Carbon Brief Analysis: UK’s ‘jet-zero’ plan would allow demand for flying to soar 70% – with higher emissions

In a detailed analysis, Carbon Brief looks at the DfT’s “Jet Zero” strategy and how realistic it is for UK aviation to continue to expand, based on future technologies. Under the strategy’s plans, the UK aviation sector will not reach net-zero by 2050, but instead will still be emitting 19m tonnes of CO2 equivalent (MtCO2e). It plans for aviation emissions rising from 38MtCO2e in 2019, to 52MtCO2e by 2050.  A range of speculative tech brings the 52 down to 19MtCO2e. For the UK to reach its legal net-zero target, these emissions will need to be removed from the atmosphere. The plans will also see passenger numbers increase by 70% from 2021 to 2050, representing an additional 200 million passengers. The government has no intention of reducing air travel demand – contrary to the advice of the CCC. In its “high-ambition” scenario, the use of “sustainable aviation fuels” (SAF) in UK flights would reach 10% of overall fuel use by 2030 and 50% by 2050.  The CCC has said this reliance is a major risk. SAF is currently barely used because, as the government acknowledges, they are expensive and their production relies on technology that is “yet to be proven at scale”.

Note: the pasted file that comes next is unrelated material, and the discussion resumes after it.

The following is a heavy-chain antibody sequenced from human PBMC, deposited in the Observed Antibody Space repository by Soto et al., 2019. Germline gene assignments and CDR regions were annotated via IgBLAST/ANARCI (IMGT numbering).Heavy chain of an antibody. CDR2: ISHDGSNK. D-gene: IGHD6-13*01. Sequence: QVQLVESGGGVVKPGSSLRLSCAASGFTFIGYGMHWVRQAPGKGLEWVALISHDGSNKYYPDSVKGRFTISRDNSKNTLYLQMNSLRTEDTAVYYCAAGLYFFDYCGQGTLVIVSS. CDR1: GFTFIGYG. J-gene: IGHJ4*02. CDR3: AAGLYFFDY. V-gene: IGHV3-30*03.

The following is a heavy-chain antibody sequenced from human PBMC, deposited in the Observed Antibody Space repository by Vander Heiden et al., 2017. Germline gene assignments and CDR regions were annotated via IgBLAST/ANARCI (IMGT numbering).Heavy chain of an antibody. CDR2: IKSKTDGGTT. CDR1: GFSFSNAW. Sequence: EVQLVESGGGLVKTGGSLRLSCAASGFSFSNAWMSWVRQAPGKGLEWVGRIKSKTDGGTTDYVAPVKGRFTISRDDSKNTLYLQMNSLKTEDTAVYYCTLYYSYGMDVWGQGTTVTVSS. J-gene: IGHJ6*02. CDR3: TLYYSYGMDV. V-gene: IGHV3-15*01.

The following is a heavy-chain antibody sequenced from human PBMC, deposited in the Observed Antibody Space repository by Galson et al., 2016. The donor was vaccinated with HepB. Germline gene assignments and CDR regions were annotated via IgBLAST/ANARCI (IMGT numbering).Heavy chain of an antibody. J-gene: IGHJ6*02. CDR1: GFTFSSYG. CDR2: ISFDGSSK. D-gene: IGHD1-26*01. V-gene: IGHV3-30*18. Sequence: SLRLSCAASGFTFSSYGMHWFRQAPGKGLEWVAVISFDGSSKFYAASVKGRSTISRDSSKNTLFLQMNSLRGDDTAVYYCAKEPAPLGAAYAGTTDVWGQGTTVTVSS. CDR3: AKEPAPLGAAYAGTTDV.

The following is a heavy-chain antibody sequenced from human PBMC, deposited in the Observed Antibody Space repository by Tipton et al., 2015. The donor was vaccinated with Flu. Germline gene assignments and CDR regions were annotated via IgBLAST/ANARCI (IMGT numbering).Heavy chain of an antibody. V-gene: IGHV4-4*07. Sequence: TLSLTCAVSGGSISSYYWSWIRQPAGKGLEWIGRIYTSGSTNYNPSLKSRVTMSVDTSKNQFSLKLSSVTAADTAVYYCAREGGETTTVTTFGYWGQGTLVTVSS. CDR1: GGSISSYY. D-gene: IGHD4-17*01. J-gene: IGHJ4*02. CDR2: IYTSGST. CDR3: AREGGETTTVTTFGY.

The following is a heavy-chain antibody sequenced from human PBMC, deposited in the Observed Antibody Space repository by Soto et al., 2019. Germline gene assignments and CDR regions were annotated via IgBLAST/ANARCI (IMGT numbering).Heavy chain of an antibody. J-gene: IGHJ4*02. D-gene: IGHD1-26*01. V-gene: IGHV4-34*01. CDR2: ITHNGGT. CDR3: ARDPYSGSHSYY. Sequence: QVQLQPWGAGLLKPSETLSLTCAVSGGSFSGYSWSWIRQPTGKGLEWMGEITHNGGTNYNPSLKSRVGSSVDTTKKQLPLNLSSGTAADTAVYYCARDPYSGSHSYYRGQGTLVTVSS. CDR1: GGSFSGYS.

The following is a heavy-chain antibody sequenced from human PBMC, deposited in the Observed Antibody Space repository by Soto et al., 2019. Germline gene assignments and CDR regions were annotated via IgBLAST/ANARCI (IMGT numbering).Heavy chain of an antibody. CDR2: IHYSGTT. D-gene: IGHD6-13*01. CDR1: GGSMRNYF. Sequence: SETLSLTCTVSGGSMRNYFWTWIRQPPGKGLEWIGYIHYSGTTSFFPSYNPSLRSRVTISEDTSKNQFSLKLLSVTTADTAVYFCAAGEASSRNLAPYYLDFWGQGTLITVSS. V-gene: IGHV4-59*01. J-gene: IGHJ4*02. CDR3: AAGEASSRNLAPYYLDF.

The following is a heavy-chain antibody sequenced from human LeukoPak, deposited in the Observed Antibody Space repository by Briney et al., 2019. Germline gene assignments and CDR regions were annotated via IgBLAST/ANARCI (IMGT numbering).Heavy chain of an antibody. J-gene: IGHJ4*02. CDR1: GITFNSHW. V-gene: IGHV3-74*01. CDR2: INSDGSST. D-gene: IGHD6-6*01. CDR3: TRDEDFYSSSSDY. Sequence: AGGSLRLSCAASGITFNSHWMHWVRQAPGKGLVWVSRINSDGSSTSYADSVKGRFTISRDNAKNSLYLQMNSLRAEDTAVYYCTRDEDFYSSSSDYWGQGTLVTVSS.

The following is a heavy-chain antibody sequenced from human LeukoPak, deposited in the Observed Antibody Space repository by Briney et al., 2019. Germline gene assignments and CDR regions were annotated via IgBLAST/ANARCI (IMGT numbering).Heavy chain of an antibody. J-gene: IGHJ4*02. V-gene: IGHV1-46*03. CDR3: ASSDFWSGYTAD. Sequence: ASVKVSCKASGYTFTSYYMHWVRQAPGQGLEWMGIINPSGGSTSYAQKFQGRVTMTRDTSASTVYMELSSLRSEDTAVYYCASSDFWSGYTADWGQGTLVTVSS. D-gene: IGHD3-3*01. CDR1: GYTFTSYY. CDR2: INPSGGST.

Analysis: UK’s ‘jet-zero’ plan would allow demand for flying to soar 70%

21 July 2022

By Carbon Brief

As the UK sweltered in record-breaking 40C heat on Tuesday, the UK government quietly released a new aviation plan that could allow the number of flights to soar in coming decades.

The UK’s “jet zero” strategy promises to “deliver net-zero aviation” by 2050, while allowing passengers to travel by air “guilt-free”.

It prioritises largely undeveloped technologies, such as “sustainable aviation fuels” and zero-emission flights – while skirting recommendations from its own climate advisers to reduce demand for flying.

Under the strategy’s plans, the UK aviation sector will not reach net-zero by 2050, but instead will still be emitting 19m tonnes of CO2 equivalent (MtCO2e). For the UK to reach its legal net-zero target, these emissions will need to be removed from the atmosphere.

The plans will also see passenger numbers increase by 70% from 2021 to 2050, representing an additional 200 million passengers.

In this article, Carbon Brief examines the details of the government’s plan to address emissions from aviation, including through its big bets on new technologies.

UK’s ‘jet zero’ plan